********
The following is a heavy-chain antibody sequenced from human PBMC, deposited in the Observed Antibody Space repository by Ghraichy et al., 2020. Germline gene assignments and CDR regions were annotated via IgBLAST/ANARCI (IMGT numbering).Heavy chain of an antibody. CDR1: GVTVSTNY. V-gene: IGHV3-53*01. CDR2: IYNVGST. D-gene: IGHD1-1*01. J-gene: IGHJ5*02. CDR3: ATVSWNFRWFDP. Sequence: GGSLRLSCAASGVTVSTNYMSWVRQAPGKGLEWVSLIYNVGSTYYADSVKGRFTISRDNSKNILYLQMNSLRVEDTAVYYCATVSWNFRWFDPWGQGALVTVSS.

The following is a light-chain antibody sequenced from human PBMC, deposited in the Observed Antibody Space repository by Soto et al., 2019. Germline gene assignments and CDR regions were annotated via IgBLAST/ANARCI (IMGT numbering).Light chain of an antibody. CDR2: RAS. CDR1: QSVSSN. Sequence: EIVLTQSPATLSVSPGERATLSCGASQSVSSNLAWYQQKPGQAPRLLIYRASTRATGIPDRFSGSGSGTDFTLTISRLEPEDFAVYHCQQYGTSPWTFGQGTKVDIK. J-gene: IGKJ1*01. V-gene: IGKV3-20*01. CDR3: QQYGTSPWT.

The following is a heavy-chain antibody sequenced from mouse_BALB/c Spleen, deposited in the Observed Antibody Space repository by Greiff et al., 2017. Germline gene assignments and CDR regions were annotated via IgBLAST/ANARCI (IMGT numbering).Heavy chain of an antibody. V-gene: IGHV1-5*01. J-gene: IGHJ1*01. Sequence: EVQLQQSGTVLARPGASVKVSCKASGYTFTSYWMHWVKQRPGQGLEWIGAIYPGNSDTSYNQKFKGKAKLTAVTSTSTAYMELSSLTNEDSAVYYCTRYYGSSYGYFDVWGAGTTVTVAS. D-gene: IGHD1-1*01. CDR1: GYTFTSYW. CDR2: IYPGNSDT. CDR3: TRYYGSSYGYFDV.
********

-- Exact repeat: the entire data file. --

The following is a heavy-chain antibody sequenced from human PBMC, deposited in the Observed Antibody Space repository by Ghraichy et al., 2020. Germline gene assignments and CDR regions were annotated via IgBLAST/ANARCI (IMGT numbering).Heavy chain of an antibody. CDR1: GVTVSTNY. V-gene: IGHV3-53*01. CDR2: IYNVGST. D-gene: IGHD1-1*01. J-gene: IGHJ5*02. CDR3: ATVSWNFRWFDP. Sequence: GGSLRLSCAASGVTVSTNYMSWVRQAPGKGLEWVSLIYNVGSTYYADSVKGRFTISRDNSKNILYLQMNSLRVEDTAVYYCATVSWNFRWFDPWGQGALVTVSS.

The following is a light-chain antibody sequenced from human PBMC, deposited in the Observed Antibody Space repository by Soto et al., 2019. Germline gene assignments and CDR regions were annotated via IgBLAST/ANARCI (IMGT numbering).Light chain of an antibody. CDR2: RAS. CDR1: QSVSSN. Sequence: EIVLTQSPATLSVSPGERATLSCGASQSVSSNLAWYQQKPGQAPRLLIYRASTRATGIPDRFSGSGSGTDFTLTISRLEPEDFAVYHCQQYGTSPWTFGQGTKVDIK. J-gene: IGKJ1*01. V-gene: IGKV3-20*01. CDR3: QQYGTSPWT.

The following is a heavy-chain antibody sequenced from mouse_BALB/c Spleen, deposited in the Observed Antibody Space repository by Greiff et al., 2017. Germline gene assignments and CDR regions were annotated via IgBLAST/ANARCI (IMGT numbering).Heavy chain of an antibody. V-gene: IGHV1-5*01. J-gene: IGHJ1*01. Sequence: EVQLQQSGTVLARPGASVKVSCKASGYTFTSYWMHWVKQRPGQGLEWIGAIYPGNSDTSYNQKFKGKAKLTAVTSTSTAYMELSSLTNEDSAVYYCTRYYGSSYGYFDVWGAGTTVTVAS. D-gene: IGHD1-1*01. CDR1: GYTFTSYW. CDR2: IYPGNSDT. CDR3: TRYYGSSYGYFDV.